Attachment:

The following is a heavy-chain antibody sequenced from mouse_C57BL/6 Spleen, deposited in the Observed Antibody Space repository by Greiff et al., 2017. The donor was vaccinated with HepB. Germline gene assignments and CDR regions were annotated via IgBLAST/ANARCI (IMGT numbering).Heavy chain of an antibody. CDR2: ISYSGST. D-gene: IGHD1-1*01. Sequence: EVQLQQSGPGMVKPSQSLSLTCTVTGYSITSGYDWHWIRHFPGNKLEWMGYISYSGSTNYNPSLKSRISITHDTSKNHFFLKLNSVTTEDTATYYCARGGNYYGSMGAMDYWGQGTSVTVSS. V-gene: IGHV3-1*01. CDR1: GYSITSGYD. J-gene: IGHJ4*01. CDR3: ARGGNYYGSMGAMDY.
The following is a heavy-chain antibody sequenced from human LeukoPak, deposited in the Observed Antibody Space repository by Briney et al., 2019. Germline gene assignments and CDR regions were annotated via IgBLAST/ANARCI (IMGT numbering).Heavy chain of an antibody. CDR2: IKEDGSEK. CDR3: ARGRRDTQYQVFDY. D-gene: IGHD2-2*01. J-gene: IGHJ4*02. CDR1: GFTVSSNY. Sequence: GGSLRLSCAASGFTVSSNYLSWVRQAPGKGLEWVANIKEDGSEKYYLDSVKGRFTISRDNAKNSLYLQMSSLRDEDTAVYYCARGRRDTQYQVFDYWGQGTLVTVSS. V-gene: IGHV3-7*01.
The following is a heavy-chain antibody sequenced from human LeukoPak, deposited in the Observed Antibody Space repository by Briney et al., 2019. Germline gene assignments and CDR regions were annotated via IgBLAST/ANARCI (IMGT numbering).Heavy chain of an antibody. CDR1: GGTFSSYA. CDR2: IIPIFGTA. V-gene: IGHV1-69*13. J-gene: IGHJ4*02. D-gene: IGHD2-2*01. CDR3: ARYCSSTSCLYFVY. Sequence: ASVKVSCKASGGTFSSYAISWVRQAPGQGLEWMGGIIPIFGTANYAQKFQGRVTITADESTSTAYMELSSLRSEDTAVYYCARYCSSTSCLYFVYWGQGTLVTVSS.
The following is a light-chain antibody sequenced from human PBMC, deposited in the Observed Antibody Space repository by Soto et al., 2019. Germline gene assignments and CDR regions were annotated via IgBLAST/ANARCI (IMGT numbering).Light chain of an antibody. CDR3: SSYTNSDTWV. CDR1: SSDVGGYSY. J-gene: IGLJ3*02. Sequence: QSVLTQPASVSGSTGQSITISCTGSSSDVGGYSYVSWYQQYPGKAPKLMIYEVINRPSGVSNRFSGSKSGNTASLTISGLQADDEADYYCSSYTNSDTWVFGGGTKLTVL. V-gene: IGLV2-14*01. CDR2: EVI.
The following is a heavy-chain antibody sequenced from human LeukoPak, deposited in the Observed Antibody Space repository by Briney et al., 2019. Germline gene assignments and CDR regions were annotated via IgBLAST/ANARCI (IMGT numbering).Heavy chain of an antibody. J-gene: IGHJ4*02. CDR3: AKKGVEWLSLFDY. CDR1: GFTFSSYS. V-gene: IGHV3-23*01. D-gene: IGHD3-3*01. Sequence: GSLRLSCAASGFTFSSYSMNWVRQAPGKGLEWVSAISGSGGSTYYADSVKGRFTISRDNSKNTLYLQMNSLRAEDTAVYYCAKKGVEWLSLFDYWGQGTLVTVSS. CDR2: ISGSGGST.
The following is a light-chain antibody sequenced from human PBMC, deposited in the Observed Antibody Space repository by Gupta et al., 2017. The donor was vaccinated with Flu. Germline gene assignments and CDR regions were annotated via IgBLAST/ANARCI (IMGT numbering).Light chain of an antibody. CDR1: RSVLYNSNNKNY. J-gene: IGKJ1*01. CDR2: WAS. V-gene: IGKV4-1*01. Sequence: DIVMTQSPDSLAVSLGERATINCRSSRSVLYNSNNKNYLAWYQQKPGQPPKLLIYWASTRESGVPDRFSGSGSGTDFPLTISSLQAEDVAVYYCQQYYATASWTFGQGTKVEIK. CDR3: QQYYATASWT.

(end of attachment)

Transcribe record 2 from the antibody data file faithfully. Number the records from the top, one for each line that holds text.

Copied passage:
The following is a heavy-chain antibody sequenced from human LeukoPak, deposited in the Observed Antibody Space repository by Briney et al., 2019. Germline gene assignments and CDR regions were annotated via IgBLAST/ANARCI (IMGT numbering).Heavy chain of an antibody. CDR2: IKEDGSEK. CDR3: ARGRRDTQYQVFDY. D-gene: IGHD2-2*01. J-gene: IGHJ4*02. CDR1: GFTVSSNY. Sequence: GGSLRLSCAASGFTVSSNYLSWVRQAPGKGLEWVANIKEDGSEKYYLDSVKGRFTISRDNAKNSLYLQMSSLRDEDTAVYYCARGRRDTQYQVFDYWGQGTLVTVSS. V-gene: IGHV3-7*01.